On Experimenting With Two Homelands – An Interview with the Korean-born Filmmaker Sung-Hyung Cho
In your film you show a rather bizarre place – a German village in South Korea. It looks like something you might find in a model-makers’ catalogue. What is it all about?
The German village is located on an island in South Korea and is really quite a remote place. There are only about 30 houses with red-tiled roofs and front gardens. There used to be garden dwarves, too, but they all had to go as the tourists kept taking them as souvenirs. The village is home to Koreans who emigrated to Germany – to their German partners. This means that the Koreans actually emigrated twice – the first time to Germany back in the 1960s and 1970s and then, a second time, 30 or 40 years later back to their old homeland.
How did the German village come about?
It was originally the idea of one of the local politicians on the island. As was the case all over the world, and still is, the rural population was shrinking and the politician wanted to do something about it. He hit upon the idea that a German village could be a major tourist attraction. Now they also have an American village and there is a Japanese village is in the pipeline. The trend is moving more and more towards a theme park.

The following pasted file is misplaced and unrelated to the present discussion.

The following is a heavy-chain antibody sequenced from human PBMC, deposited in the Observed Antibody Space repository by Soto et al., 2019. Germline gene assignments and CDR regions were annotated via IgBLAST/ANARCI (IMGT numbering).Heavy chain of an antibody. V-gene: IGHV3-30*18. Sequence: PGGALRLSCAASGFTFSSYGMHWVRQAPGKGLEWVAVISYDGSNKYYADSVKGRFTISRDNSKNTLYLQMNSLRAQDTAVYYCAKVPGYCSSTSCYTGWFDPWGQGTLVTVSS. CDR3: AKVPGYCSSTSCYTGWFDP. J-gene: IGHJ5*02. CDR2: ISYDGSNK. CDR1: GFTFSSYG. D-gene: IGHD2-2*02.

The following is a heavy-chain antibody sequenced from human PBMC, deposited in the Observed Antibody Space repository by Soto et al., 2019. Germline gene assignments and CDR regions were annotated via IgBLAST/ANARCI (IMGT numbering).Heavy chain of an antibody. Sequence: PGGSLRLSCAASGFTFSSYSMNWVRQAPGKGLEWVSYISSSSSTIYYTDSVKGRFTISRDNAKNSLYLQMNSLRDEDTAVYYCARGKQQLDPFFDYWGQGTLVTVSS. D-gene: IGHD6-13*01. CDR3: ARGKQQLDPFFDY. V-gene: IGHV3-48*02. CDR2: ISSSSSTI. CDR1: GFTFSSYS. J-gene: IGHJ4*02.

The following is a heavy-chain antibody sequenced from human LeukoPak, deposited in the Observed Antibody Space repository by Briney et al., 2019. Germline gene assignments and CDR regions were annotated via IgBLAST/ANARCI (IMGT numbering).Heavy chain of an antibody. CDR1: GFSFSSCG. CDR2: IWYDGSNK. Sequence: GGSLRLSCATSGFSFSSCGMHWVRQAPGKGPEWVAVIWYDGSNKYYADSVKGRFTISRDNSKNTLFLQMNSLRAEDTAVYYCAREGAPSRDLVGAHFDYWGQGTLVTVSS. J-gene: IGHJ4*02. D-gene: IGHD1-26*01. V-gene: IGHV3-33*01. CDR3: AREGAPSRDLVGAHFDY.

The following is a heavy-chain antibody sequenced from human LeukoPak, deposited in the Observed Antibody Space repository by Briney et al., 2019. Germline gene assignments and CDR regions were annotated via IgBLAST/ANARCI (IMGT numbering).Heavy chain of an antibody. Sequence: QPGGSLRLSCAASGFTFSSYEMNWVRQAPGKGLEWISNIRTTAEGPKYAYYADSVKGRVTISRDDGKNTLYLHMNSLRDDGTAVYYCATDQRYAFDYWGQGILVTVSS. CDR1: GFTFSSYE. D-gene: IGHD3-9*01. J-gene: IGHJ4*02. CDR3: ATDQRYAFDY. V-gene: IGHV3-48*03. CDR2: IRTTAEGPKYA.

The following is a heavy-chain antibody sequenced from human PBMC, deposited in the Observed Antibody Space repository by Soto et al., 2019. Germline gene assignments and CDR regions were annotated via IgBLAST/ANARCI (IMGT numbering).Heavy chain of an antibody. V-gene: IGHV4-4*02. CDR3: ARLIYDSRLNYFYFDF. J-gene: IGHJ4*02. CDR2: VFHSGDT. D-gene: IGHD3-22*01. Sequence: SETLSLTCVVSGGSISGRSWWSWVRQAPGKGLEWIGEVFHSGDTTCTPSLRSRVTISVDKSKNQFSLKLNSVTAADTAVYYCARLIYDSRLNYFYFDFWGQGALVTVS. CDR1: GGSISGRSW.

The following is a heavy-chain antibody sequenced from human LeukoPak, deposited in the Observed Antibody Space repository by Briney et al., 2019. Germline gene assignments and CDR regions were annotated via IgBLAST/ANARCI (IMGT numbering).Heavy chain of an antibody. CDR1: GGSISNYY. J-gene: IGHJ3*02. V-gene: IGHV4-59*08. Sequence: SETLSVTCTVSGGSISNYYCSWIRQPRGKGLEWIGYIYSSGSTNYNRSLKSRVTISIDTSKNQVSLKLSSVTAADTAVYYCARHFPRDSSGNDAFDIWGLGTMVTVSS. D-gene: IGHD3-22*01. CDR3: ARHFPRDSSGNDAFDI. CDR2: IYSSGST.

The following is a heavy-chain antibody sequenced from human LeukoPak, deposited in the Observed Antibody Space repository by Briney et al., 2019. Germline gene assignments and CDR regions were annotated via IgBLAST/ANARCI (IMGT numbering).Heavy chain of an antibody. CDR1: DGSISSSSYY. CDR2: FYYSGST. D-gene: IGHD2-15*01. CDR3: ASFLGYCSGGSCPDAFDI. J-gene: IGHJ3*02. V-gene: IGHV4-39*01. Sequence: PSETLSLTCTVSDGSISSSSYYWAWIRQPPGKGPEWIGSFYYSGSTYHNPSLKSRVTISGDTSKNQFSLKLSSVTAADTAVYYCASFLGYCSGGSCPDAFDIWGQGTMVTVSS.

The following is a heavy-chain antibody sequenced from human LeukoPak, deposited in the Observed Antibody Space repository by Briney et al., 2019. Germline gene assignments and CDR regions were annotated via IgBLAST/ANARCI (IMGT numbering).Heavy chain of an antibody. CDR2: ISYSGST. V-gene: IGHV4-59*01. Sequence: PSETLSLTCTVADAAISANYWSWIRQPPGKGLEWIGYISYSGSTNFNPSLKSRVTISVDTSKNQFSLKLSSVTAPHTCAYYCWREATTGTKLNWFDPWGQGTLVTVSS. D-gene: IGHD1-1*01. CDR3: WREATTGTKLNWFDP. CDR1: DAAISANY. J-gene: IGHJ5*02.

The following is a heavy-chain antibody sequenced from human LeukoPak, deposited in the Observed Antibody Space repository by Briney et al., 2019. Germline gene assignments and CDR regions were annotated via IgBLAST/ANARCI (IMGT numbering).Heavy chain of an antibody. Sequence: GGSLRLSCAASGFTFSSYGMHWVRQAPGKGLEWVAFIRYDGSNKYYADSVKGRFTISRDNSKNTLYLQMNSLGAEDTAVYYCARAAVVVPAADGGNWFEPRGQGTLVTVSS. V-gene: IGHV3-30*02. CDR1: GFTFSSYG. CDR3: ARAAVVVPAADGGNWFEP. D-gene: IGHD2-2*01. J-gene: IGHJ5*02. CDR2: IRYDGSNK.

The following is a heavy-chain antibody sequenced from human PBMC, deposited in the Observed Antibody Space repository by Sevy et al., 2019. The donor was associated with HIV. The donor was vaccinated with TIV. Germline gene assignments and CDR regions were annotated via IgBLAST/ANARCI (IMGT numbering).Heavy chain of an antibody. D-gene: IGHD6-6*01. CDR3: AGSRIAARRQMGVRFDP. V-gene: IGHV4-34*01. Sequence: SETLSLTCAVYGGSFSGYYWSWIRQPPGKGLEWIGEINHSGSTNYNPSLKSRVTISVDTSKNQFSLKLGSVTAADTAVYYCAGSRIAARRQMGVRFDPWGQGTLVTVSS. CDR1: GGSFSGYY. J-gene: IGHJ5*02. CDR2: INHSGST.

The Koreans lost their traditions
In your film you accompany three Korean women and their German husbands. They have a hard time dealing with the onslaught of all the tourists. Ludwig Strauss-Kim is called a “Long-nosed Granddad” and his wife, Woo-Za, even goes so far as to call the police. What makes this German village so appealing to Koreans?
Germany and Europe underwent an industrialisation process that lasted 300 years, Korea had to manage it in 50 years. The Koreans lost their traditions – traditions that were moreover killed off during the colonial period. Instead of having their own Korean-style architecture their big cities are full of mostly high-rise blocks. This is why Koreans find a detached house with a garden particularly exotic. At the same time it has a kind of idyllic allure for them as they long to live on the ground and not on the 30th floor of some skyscraper. Furthermore there is also the yearning for faraway places.
“Endstation der Sehnsüchte“ (Home From Home )is the name of your film and it is all about yearning – what is actually being yearned for?
It is the yearning for a better life, affluence and of course the yearning for love. One of the female protagonists came to Germany to be with the first love of her life. Thirty years later however there is still the yearning for her old homeland, her old feelings of security that stem from her family and the language.
The German title “Endstation” means “end of the line” – is this meant in the sense of fulfilment or more in the sense of a “dead-end road”, the sad finale of a disillusionment?
Both are meant. These Korean women have returned home, but not just anywhere in their homeland, but to a German village. For me this means that they do not want to do without their new homeland – Germany. The idea of living in a “double” homeland is particularly fascinating to me. If we look at the way they did it in the film, then it is clear that it can only lead to a mere shell. From that point of view I think we can in fact call it a “dead-end road”.